The coral core microbiome identifies rare bacterial taxa as ubiquitous endosymbionts

Ainsworth, Tracy D., Krause, Lutz, Bridge, Thomas, Torda, Gergely, Raina, Jean-Baptise, Zakrzewski, Martha, Gates, Ruth D., Padilla-Gamino, Jacqueline L., Spalding, Heather L., Smith, Celia, Woolsey, Erika S., Bourne, David G., Bongaerts, Pim, Hoegh-Guldberg, Ove and Leggat, William (2015) The coral core microbiome identifies rare bacterial taxa as ubiquitous endosymbionts. The ISME Journal, 9 10: 2261-2274. doi:10.1038/ismej.2015.39


Author Ainsworth, Tracy D.
Krause, Lutz
Bridge, Thomas
Torda, Gergely
Raina, Jean-Baptise
Zakrzewski, Martha
Gates, Ruth D.
Padilla-Gamino, Jacqueline L.
Spalding, Heather L.
Smith, Celia
Woolsey, Erika S.
Bourne, David G.
Bongaerts, Pim
Hoegh-Guldberg, Ove
Leggat, William
Title The coral core microbiome identifies rare bacterial taxa as ubiquitous endosymbionts
Journal name The ISME Journal   Check publisher's open access policy
ISSN 1751-7370
1751-7362
Publication date 2015-10-23
Year available 2015
Sub-type Article (original research)
DOI 10.1038/ismej.2015.39
Open Access Status DOI
Volume 9
Issue 10
Start page 2261
End page 2274
Total pages 14
Place of publication London, United Kingdom
Publisher Nature Publishing Group
Collection year 2016
Language eng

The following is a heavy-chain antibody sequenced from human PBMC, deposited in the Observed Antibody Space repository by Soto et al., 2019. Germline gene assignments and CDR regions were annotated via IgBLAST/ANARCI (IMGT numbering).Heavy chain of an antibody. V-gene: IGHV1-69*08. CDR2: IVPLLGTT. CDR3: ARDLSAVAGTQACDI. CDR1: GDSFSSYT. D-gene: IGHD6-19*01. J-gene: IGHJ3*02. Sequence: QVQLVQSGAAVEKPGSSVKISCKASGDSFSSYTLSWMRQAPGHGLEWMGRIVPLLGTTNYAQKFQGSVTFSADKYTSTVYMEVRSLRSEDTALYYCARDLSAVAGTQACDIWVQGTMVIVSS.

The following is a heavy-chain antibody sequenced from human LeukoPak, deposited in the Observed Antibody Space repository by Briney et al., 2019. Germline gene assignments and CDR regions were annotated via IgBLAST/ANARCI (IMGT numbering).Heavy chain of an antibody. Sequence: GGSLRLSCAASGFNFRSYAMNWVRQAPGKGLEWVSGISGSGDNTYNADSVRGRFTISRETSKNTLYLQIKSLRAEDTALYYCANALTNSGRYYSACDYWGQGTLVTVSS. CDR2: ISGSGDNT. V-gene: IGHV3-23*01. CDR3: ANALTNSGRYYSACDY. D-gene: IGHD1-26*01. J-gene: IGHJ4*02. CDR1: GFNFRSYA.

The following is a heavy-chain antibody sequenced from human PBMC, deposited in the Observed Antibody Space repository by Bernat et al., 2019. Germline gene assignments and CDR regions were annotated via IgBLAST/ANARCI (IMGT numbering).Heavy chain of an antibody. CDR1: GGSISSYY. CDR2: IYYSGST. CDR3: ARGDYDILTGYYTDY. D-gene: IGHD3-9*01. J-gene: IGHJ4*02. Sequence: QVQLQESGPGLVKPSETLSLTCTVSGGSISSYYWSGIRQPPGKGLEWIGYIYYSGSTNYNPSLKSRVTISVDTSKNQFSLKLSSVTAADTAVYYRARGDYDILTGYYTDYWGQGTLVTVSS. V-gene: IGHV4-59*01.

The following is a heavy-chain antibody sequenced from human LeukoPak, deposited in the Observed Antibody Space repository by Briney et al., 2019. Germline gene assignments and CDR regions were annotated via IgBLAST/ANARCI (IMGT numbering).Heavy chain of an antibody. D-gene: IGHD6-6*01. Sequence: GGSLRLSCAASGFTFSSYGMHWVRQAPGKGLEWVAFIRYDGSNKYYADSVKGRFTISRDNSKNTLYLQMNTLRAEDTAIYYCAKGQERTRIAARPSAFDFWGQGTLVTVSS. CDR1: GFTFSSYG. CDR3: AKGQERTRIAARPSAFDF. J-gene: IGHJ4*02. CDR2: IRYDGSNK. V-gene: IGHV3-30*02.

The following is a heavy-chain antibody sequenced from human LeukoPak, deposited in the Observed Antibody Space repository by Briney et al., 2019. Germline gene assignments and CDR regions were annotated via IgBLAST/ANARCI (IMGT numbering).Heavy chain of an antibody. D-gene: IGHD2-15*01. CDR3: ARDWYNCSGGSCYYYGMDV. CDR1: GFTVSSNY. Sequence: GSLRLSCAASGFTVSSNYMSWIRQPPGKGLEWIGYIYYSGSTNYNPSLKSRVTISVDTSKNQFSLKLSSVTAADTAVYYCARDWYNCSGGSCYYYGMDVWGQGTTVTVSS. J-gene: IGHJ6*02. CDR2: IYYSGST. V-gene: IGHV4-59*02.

Abstract Despite being one of the simplest metazoans, corals harbor some of the most highly diverse and abundant microbial communities. Differentiating core, symbiotic bacteria from this diverse host-associated consortium is essential for characterizing the functional contributions of bacteria but has not been possible yet. Here we characterize the coral core microbiome and demonstrate clear phylogenetic and functional divisions between the micro-scale, niche habitats within the coral host. In doing so, we discover seven distinct bacterial phylotypes that are universal to the core microbiome of coral species, separated by thousands of kilometres of oceans. The two most abundant phylotypes are co-localized specifically with the corals’ endosymbiotic algae and symbiont-containing host cells. These bacterial symbioses likely facilitate the success of the dinoflagellate endosymbiosis with corals in diverse environmental regimes.
Q-Index Code C1
Q-Index Status Confirmed Code
Institutional Status UQ

Document type: Journal Article
Sub-type: Article (original research)
Collections: Global Change Institute Publications
Official 2016 Collection
UQ Diamantina Institute Publications
 
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Citation counts: TR Web of Science Citation Count  Cited 30 times in Thomson Reuters Web of Science Article | Citations
Scopus Citation Count Cited 25 times in Scopus Article | Citations
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